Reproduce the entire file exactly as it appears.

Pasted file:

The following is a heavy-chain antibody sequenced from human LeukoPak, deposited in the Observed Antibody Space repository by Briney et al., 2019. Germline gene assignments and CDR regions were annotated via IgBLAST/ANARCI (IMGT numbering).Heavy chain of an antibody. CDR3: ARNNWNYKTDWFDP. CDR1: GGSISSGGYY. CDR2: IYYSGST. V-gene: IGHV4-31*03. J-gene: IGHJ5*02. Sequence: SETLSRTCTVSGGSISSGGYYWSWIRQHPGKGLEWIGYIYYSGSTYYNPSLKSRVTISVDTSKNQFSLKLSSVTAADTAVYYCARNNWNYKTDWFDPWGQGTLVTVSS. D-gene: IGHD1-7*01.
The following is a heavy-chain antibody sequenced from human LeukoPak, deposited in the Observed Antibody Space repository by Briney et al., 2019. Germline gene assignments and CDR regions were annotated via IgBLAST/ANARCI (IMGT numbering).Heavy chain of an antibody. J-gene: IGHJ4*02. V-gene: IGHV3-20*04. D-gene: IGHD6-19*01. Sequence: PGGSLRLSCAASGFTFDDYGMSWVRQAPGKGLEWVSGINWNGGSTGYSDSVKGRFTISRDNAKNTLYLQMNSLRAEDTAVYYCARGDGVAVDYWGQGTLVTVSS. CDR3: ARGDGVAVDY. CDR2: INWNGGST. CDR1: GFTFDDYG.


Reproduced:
The following is a heavy-chain antibody sequenced from human LeukoPak, deposited in the Observed Antibody Space repository by Briney et al., 2019. Germline gene assignments and CDR regions were annotated via IgBLAST/ANARCI (IMGT numbering).Heavy chain of an antibody. CDR3: ARNNWNYKTDWFDP. CDR1: GGSISSGGYY. CDR2: IYYSGST. V-gene: IGHV4-31*03. J-gene: IGHJ5*02. Sequence: SETLSRTCTVSGGSISSGGYYWSWIRQHPGKGLEWIGYIYYSGSTYYNPSLKSRVTISVDTSKNQFSLKLSSVTAADTAVYYCARNNWNYKTDWFDPWGQGTLVTVSS. D-gene: IGHD1-7*01.
The following is a heavy-chain antibody sequenced from human LeukoPak, deposited in the Observed Antibody Space repository by Briney et al., 2019. Germline gene assignments and CDR regions were annotated via IgBLAST/ANARCI (IMGT numbering).Heavy chain of an antibody. J-gene: IGHJ4*02. V-gene: IGHV3-20*04. D-gene: IGHD6-19*01. Sequence: PGGSLRLSCAASGFTFDDYGMSWVRQAPGKGLEWVSGINWNGGSTGYSDSVKGRFTISRDNAKNTLYLQMNSLRAEDTAVYYCARGDGVAVDYWGQGTLVTVSS. CDR3: ARGDGVAVDY. CDR2: INWNGGST. CDR1: GFTFDDYG.